Author Archives: Jane

7 DIY Rug Options for Renters Or the Noncommittal

When you’re decorating a room, rugs are a fantastic way to make a huge impact on a space – the bigger, the better.  However, the prices of large rugs can intimidate a renter who’s decorating a temporary space, or a homeowner who is on a tight budget.

Now that I’m trying to finally decorate our basement TV room, I’m on the hunt for an inexpensive, large rug.  I’m happy to invest in a beautiful piece of furniture, but since we are renting, now is not the time to splurge on a fancy, over-sized rug.  That led me to search for DIY and budget options – and I was thrilled by the many results I found.

7 DIY Rug Options for Renters

1.  Painted Cloth Rugs – This option seems to be a popular one with DIY bloggers.  You find an inexpensive, plain rug, then either tape off a pattern or use a stencil when you paint it.  I haven’t found much info on how well a painted rug holds up to foot traffic, but it sure looks like a fun project that could yield great results if done well.

This painted rug by Sarah M Dorsey Designs is my absolute favorite:

Sarah of Diddle Dumpling painted her white Ikea rug using a DIY stencil. It looks fantastic!

2.  Painted Jute or Sisal Rugs - Jute Rugs are another great candidate for the paint treatment.  Below, Marian of Mustard Seed Interiors gave a simple jute rug a classy upgrade with a simple white border.

3.  Sharpie Sketched Rug – This is a newer twist on the painted rug concept.   Katie of Upcycled Treasures created a great West Elm knockoff for only $25 by using a sharpie to create the rug’s pattern.

4. Fabric Scrap Floorcloth – This funky rug is essentially a small quilt!  The blogger at Craftapple turned it into into a sturdy rug with a few simple supplies.  Skeptical? I was too, until I read how she did it.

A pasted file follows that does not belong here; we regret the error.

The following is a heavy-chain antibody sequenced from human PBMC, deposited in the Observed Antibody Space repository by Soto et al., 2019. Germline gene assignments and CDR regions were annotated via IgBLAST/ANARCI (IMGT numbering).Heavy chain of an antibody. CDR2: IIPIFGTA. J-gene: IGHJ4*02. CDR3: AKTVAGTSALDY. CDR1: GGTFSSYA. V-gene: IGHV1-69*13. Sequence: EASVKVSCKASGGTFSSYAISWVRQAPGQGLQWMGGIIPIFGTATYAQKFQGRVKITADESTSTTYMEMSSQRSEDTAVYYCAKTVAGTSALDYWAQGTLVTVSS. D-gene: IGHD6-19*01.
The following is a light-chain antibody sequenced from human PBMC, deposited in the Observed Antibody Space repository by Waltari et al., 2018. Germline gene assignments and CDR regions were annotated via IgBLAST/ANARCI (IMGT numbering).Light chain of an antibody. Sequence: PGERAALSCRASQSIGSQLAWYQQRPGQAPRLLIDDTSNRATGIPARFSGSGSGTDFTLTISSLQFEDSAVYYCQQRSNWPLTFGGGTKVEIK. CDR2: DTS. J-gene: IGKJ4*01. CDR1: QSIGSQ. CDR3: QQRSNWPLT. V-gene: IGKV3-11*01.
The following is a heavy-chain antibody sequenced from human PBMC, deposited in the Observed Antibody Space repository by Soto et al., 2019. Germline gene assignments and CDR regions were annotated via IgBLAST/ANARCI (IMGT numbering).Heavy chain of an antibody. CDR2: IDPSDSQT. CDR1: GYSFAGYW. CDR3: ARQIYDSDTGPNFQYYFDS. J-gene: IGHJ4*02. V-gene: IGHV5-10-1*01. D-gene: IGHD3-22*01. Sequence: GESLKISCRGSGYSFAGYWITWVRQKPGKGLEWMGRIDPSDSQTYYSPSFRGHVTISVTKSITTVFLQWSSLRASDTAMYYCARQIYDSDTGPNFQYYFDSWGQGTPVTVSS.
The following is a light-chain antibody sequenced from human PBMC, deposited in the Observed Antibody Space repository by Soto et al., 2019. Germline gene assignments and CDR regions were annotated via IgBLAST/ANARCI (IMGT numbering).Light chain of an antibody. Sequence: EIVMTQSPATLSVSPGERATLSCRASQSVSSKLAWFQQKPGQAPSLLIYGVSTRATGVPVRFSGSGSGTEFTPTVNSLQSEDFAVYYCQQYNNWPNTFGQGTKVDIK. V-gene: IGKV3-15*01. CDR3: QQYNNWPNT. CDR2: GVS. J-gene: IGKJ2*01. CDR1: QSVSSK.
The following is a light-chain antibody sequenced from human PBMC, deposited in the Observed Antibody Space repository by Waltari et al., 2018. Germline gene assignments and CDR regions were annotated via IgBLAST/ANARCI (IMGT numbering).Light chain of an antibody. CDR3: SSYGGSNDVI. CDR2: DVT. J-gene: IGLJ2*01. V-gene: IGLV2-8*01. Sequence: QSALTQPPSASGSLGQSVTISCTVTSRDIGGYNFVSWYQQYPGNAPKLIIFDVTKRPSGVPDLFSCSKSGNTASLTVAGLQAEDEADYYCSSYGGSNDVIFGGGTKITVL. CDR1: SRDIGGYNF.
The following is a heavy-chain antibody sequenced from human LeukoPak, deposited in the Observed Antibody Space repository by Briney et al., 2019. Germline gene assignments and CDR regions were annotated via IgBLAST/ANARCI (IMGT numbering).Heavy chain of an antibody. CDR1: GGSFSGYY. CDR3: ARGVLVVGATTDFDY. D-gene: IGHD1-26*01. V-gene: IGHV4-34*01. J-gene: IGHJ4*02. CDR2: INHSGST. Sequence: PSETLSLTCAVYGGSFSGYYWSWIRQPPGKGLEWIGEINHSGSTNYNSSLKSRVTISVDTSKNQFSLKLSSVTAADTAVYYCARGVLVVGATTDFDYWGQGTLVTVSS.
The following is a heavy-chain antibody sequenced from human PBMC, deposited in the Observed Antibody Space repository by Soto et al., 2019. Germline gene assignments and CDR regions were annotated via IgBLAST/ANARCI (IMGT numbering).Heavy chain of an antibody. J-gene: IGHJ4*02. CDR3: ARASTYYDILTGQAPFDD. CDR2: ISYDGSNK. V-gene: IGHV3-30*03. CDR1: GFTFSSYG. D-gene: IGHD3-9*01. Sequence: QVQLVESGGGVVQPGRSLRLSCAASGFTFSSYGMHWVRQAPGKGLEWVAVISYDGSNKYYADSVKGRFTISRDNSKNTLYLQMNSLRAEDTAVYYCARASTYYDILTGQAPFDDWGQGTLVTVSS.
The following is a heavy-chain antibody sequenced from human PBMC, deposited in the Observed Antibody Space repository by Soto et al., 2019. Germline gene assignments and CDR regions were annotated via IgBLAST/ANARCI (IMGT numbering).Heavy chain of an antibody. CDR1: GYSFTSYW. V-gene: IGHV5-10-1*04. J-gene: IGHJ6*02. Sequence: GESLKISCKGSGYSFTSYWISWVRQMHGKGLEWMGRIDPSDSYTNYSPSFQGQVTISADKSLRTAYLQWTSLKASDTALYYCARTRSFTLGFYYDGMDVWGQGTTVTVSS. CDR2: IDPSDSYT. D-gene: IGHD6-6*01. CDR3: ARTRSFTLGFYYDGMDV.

5. DIY Fabric Yardage Rug – Camila of Effortless Style sewed a chevron rug out of fabric and rug backing.  I think this is a great option for renters who are stuck with dingy wall-to-wall carpet in living rooms or bedrooms.  A simple DIY rug like this would pull the room together if placed under or a bed or coffee table, and you don’t have to worry about heavy wear since it would sit over carpeting.

6. Remnant Cutout Rug – Finally, you could get an inexpensive remnant from a wall-to-wall carpet store and have it bound.  But why do that when you could cut out a fun shape instead, like they did at Offbeat Home?  A simple wavy edge could kick things up a notch.

7.  Overdyed Vintage Rug – I’ve saved my favorite DIY rug option for last.  To transform an old, unfashionable rug, you dye it a rich jewel or dark tone.  The former pattern peeks through, but the wash of bold color helps overcome the outdated pattern.  Be sure to use a natural fiber rug (cotton or wool)  to ensure it drinks up the dye evenly.

This rug at Paperblog is my inspiration – and you’ll never believe what it looked like in the “before” image!